The first ballet is a warm, witty and sensuously colorful take on its Shakespearean source while the latter is colorless in every sense of that word, so concerned with formality and form that it is devoid of color and, for the most part, emotion. Both works were performed to live music with the orchestra, chorus and soloists conducted by ballet veteran Barry Wordsworth.
The Dream, to the famous Mendelssohn score as arranged by John Lanchbery, tells the tale of lovers lost in the a magical forest ruled by Titania (Sarah Lamb) and Oberon (Steven McRae) who are first seen arguing over possession of a Changeling Indian Boy (Charles Goehring, young, but quite self-possessed). The lush single forest set by David Walker is dominated by a large tree into which Titania retires, first alone and then with Bottom and finally, at fade out, with Oberon. Walker’s delightfully shimmering tutus for all the fairies (all wearing flowing wigs), the exotically glittering costumes for Oberon and his minion, Puck, and the cartoonish, early Victorian outfits for the four lovers and the Rustics were a show in themselves.
Ashton tells the plot economically, yet with rich detail in mime, telling steps and great timing. Titania’s Fairies, led by the quartet of Peaseblossom, Cobweb, Moth and Mustardseed (Akane Takada, Emma Maguire, Meaghan Grace Hinkis and Romany Pajdak, all enchantingly light and airy) performed Ashton’s complex and demanding point work with finesse, achieving the quick-silver direction changes, the light hops on toe and intricate corps de ballet formations. Puck (the sly, buoyant James Hay) was constantly flinging himself into difficult jumps and turns, including his signature step, a bent-legged leap. The confusion that ensues after Puck douses the wrong people with the famous love potion was amusingly portrayed by Itziar Mendizabal (a robust, passionate Helena), Johannes Stepanek (the nasty, then loving Demetrius), Christina Arestis (the piquant, but restrained Hermia) and Valeri Hristov (the passionate Lysander whose love object changes from Hermia to Helena and back to Hermia).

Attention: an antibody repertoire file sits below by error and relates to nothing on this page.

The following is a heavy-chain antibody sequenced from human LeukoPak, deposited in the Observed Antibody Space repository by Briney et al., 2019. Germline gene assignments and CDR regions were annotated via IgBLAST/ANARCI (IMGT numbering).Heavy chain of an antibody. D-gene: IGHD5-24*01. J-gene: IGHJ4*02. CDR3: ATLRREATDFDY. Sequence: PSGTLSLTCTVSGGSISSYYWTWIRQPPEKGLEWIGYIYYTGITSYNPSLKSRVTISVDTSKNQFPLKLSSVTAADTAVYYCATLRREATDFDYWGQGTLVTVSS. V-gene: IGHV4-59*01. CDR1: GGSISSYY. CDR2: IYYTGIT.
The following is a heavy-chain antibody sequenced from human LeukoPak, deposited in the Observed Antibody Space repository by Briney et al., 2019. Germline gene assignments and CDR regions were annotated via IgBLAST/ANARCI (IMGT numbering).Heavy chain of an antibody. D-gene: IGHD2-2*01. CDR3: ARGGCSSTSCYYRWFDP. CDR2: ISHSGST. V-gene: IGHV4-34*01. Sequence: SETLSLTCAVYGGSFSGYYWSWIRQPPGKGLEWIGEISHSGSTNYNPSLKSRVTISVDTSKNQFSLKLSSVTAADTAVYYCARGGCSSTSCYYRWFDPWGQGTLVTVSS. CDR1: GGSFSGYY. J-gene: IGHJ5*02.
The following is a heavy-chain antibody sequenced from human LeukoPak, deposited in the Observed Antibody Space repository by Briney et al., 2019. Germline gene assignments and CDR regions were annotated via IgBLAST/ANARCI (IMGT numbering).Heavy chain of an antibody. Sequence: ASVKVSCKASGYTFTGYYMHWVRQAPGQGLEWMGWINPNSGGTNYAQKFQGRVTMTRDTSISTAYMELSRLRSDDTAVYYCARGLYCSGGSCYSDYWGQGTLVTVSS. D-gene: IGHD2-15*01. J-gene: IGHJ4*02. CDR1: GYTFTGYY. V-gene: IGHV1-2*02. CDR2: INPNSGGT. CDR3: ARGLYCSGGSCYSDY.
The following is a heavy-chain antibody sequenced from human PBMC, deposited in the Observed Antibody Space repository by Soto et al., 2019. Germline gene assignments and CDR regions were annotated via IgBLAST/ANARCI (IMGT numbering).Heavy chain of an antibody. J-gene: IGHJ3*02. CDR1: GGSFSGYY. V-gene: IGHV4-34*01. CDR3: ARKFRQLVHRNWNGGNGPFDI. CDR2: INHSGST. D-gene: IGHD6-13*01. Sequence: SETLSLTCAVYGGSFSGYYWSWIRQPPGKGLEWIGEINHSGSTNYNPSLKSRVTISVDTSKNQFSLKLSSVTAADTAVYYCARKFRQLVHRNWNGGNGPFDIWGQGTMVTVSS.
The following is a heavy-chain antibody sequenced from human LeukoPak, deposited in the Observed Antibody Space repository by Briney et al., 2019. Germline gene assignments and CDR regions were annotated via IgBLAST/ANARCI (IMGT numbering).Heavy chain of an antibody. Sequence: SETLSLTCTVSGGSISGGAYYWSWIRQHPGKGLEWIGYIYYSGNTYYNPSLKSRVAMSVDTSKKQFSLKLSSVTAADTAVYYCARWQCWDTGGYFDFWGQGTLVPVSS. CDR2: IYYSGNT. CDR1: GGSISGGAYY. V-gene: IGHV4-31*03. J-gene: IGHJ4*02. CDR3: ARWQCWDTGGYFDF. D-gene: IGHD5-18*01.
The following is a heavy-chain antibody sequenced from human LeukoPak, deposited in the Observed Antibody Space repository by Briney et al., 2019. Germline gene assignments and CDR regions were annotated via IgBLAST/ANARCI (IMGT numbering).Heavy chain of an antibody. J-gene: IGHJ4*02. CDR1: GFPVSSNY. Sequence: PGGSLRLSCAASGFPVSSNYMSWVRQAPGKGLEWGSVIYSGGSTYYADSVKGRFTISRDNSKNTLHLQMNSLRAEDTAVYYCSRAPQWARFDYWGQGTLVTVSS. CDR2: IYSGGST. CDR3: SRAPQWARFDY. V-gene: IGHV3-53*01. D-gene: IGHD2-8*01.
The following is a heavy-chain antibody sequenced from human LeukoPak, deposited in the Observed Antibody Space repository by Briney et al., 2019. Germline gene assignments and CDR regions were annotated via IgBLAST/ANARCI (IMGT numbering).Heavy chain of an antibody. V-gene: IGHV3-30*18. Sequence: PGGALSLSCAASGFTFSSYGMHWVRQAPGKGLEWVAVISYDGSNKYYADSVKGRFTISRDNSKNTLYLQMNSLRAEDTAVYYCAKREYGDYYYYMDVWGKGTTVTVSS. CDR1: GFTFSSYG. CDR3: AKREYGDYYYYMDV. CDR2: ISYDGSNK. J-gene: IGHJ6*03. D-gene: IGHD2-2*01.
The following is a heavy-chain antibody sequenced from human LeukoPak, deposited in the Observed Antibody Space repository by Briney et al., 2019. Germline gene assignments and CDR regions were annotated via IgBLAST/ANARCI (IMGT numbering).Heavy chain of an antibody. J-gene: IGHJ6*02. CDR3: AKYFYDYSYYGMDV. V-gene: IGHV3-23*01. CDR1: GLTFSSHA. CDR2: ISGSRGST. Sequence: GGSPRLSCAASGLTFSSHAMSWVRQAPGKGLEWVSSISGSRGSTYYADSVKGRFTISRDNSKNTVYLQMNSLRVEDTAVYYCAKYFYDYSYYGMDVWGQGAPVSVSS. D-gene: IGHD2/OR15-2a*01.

As Bottom, the extraordinary Bennet Gartside managed to exude comedy and pathos as Titania’s inadvertent one-night stand. It was Ashton’s genius to put Bottom on point to simulate hooves, a feat which Mr. Gartside pulled off effortlessly.
The high point of The Dream is the long, final duet between Titania and Oberon, danced with grace and passion by Ms. Lamb and Mr. McRae who caught every nuance of position, glance and music as they kept melting into each others’ arms. The vision of Ms. Lamb’s long balance on point mid-Pas de Deux will remain with me for a long time.
Kenneth MacMillan’s Song of the Earth took Mahler’s shimmering, colorfully orchestrated score and produced a tedious, over-long, ballet grasping at deep meaning. Mahler, in a spiritual slump, was inspired by the lovely, exotic The Chinese Flute, a suite of Chinese poems translated into German by Hans Bethge. Mahler played around with the pentatonic scale and used exotic instruments like gongs to imbue the music with an Asian tang which inspired MacMillan, generally known as the story-teller of the ballet world of his day, to phony Oriental stylizing. There is an overall feeling of stiffness and formality, including a much-repeated pose in which the dancers shuffled knees together in plié, bent over at the waist, arms held in a large circular position—straight out of a touring company of The Mikado. For some reason, none of the six songs, which deal with the beauty of youth, loneliness, drunken abandon and the general misery of life, itself, are named and no translations are given.
The lead dancer is called the Messenger of Death. Carlos Acosta who danced that part couldn’t seem to decide whether he was supposed to be foreboding, godlike or loving. He was often paired with the second male lead, Nehemiah Kish, a smoothly classical dancer, who led the corps de ballet, taking on the role of lover, chum to a bunch of cavorting men, and helpmeet to Mr. Death.
The bland rehearsal wear costumes in black (Mr. Acosta), white (Mr. Kish) and shades of grey (the rest of the cast) by Nicholas Georgiadis were at odds with the score as was Mr. MacMillan’s coolly repetitious choreography. Some color might have helped turn the recurring unison patterns of the choreography into something more interesting to look at. The backdrop of shifting grey lines was similarly unilluminating.
The dancers’ commitment and intensity gave Song of the Earth what interest it had. The attention to every detail and the liquid use of the upper body and arms were beautiful. A duet danced by Mr. Kish and Marianela Nuñez had a hint of passion which dissipated when they were joined by the rest of the cast in the final song.
Katherine Goeldner and Thomas Randle were the fine singers who overcame the notoriously dead acoustics of the Koch Theater with power and finesse.
The Royal Ballet (June 23-28, 2015)
David H. Koch Theater, Lincoln Center in Manhattan
For tickets call 212-496-0600 or visit http://www.Davidhkochtheater.com
For more information about Joyce Theater events call 212-242-0800 or visit http://www.joyce.org
Running time: two hours 30 minutes including one intermission